So far the Phillies have done OK without slugger Ryan Howard. Of course it’s been just one game, but Ben Francisco and Carlos Ruiz popped homers and piled up seven hits on Tuesday night in Miami. That’s good because if the Phillies are going to survive the spate of injuries plaguing the team, guys like Ruiz, Francisco and new cleanup hitter, Jayson Werth, are going to have to deliver.
Because teams with injury problems like the Phillies don’t win otherwise.
Yeah, there have been a few teams in recent history that lost its top slugger during the regular season and were able to keep it together to get to the World Series. For instance, the Yankees played the first 28 games of 2009 without Alex Rodriguez, which would have been a crippling loss, if the team didn’t have guys like Derek Jeter and Mark Teixeira ready to pick up the slack.
In 2007, Manny Ramirez missed 24 games in September for the Red Sox and hit his final homer of the regular season on Aug. 28. But when the playoffs started, Ramirez was back in the lineup and batted .400 with four homers through the first two rounds of the playoffs.
It also didn’t hurt that the Red Sox had David Ortiz, Kevin Youkilis and American League rookie of the year, Dustin Pedroia. The Sox were so stacked that they traded Ramirez to the Dodgers midway through the 2008 season.
There’s always a fallback slugger, like in 1990 when Eric Davis missed 23 games in May and the last week of the regular season, but was ready to go in the playoffs when Reds’ teammates Paul O’Neil, Chris Sabo and Mariano Duncan stepped up. Davis was the best player on the Reds in 1990, but registered a 2.6 Wins over replacement (WAR) because guys like Billy Hatcher and Glenn Braggs kept the machine running.
Ah yes, running. That’s one way to combat a power deficiency. That’s how the 1985 St. Louis Cardinals made up for losing Jack Clark for 34 games in September and October. Considering that Clark banged out 22 homers in 122 games, which was exactly two more than the combined total of the six players on the team that played 100 games that year, his loss was significant.
Nevertheless, the Cardinals won 101 games and made it to the seventh game of the World Series (they actually won it in six games, but Don Denkinger… you know) partially because they swiped 314 bases—110 from Vince Coleman—and had a .335 on-base percentage as a team. Tommy Herr led the team with 110 RBIs even though he hit just eight homers. Willie McGee drove in 82 runs with just 10 homers and 18 triples to capture the NL MVP Award.
The strangest stat from the 1987 Cardinals is that they won 101 games with two pitchers that won 21 games with five players getting at least 30 stolen bases. Herr and Ozzie Smith swiped 31 bags in ’85, which would have led the Phillies in 2009 and been the fourth-best in the National League.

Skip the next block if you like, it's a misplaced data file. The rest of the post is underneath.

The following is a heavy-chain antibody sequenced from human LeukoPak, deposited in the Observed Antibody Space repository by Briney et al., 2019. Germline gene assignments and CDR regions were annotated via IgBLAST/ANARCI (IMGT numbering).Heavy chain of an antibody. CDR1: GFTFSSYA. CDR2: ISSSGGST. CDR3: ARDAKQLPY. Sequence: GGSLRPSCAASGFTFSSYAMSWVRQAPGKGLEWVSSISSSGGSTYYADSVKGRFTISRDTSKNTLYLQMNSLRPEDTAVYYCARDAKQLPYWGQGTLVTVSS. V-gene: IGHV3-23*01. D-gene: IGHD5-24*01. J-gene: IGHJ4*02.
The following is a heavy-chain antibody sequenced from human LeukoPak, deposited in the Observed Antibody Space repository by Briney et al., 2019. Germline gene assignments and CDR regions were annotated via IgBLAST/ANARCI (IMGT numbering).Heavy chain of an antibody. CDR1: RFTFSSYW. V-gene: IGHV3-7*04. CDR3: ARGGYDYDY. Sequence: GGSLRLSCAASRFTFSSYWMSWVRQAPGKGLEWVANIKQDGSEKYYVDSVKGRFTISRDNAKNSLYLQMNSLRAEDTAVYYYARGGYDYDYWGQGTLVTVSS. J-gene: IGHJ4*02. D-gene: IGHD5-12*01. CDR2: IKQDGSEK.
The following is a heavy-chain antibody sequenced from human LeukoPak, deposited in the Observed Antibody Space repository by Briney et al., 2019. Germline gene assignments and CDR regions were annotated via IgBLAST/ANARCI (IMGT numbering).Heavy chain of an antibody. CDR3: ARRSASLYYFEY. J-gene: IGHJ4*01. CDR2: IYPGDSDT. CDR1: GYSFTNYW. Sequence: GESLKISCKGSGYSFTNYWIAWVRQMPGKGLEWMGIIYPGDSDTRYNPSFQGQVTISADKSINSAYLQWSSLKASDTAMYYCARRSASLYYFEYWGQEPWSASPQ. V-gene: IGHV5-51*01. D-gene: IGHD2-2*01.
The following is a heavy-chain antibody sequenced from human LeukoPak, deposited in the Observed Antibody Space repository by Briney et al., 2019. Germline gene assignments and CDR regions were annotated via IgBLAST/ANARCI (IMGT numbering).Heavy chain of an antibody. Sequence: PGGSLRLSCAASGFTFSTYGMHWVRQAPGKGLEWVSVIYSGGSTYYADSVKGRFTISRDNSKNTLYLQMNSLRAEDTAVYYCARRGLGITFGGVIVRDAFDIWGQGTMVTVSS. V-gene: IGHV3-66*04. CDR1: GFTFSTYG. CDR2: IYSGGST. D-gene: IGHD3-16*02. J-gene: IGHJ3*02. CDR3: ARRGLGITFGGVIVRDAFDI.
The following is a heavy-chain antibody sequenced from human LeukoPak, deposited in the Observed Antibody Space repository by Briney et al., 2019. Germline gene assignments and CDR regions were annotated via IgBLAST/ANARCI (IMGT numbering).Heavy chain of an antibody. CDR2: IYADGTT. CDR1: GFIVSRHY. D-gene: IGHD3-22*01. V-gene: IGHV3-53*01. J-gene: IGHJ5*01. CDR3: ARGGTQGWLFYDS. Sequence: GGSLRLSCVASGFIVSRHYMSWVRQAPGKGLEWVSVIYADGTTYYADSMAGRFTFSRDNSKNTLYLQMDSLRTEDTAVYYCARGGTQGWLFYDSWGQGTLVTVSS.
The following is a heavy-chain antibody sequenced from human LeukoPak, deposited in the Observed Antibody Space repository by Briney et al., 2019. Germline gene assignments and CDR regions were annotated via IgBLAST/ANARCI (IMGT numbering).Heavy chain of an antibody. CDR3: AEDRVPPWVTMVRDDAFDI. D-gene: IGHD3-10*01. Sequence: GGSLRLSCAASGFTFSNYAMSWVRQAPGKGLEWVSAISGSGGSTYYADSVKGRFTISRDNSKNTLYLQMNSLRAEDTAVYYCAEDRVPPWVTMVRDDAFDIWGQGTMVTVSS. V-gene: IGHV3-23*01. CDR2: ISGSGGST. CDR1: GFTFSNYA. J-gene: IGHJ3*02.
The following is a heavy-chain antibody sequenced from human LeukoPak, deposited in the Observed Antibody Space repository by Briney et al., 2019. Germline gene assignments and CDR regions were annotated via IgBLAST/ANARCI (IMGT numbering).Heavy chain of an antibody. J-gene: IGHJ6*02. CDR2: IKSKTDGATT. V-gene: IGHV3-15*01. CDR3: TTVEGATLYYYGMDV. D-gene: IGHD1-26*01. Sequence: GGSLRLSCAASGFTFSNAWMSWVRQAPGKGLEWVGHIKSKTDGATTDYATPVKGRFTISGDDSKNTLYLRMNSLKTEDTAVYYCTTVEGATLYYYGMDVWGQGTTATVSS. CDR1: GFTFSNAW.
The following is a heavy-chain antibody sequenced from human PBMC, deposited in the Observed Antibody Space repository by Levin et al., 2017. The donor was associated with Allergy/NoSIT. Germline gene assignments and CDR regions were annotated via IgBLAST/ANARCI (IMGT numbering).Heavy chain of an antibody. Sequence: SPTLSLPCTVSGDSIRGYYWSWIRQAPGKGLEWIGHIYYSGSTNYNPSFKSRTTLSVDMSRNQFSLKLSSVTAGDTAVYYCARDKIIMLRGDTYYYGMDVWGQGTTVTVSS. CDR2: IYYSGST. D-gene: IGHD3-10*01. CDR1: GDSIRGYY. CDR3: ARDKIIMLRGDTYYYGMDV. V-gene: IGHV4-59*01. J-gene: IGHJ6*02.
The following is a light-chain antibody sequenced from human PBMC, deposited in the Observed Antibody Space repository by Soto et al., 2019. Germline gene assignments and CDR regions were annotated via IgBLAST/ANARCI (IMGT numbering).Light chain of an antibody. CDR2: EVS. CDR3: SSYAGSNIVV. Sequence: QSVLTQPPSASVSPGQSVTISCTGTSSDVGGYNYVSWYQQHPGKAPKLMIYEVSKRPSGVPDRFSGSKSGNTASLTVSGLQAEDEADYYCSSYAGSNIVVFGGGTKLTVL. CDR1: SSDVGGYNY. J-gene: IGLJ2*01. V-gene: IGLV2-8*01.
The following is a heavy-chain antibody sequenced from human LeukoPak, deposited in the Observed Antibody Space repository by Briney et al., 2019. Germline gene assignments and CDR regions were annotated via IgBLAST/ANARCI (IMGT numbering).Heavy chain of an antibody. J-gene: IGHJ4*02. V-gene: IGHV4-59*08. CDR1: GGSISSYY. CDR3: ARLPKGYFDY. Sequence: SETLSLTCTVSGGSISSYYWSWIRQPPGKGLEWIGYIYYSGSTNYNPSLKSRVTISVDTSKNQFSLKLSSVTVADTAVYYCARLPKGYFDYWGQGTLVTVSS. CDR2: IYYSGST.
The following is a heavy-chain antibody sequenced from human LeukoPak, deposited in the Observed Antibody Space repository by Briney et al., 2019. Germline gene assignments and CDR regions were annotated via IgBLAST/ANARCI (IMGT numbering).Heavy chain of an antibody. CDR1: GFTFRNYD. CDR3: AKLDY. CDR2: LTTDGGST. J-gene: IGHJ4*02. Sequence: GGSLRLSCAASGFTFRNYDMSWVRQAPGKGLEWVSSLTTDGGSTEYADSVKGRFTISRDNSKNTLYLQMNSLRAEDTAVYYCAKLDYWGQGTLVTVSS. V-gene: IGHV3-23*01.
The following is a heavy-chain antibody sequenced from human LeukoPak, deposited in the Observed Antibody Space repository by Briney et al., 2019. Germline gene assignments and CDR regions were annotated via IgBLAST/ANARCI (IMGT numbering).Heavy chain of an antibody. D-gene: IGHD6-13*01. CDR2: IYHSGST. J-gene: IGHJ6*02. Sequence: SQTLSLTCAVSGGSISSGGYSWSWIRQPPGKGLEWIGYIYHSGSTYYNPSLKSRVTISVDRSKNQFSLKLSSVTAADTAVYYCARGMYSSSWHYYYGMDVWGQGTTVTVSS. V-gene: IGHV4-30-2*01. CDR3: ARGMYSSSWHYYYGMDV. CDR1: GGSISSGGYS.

Yes, the game has changed.
But speed, as they say, kills, and it’s a weapon the Phillies used to their advantage to get to the World Series the past two seasons by swiping bags at a better than 80 percent clip. However, the running game for the Phillies has been grounded a bit, too. Shane Victorino leads the club with 20 steals, but he’s out for another few weeks with an abdominal injury. Jimmy Rollins hasn’t been caught stealing all season and has the second-most steals in franchise history in the modern era. But between the calf injury that led to a pair of DL stints and a sore foot that ballooned after getting smashed by a foul ball, Rollins has simply trying to hold it together.
So the Phillies are missing their speed and power as we head into the throes of August. And if that isn’t enough, Chase Utley is still days away from simply gripping a bat after he ripped the ligament on his right thumb. Over 162 games, Howard and Utley average nearly 80 homers per season, which is seven fewer than what the 1985 Cardinals hit all season.
What can the Phillies do if they can’t bash and run past the opposition? Werth, the darling of the SABR set, is streaky at best and followed a two-doubles effort in Washington with four strikeouts against the Marlins. There’s Rollins and Placido Polanco, but those guys are still recovering from stints on the disabled list. Raul Ibanez is starting to swing the bat, and catcher Carlos Ruiz is putting together his best season offensively. Also, Dom Brown is holding down a spot in the heart of the lineup, but is it fair to ask a rookie to keep the team together until the big guns start to trickle back?
So what do they do without Howard, a player that has dominated Septembers past?
How about pitching and defense?
Good thing the Phillies have the Roys and Cole, huh? Now if they can just close out some games they’ll be OK… maybe.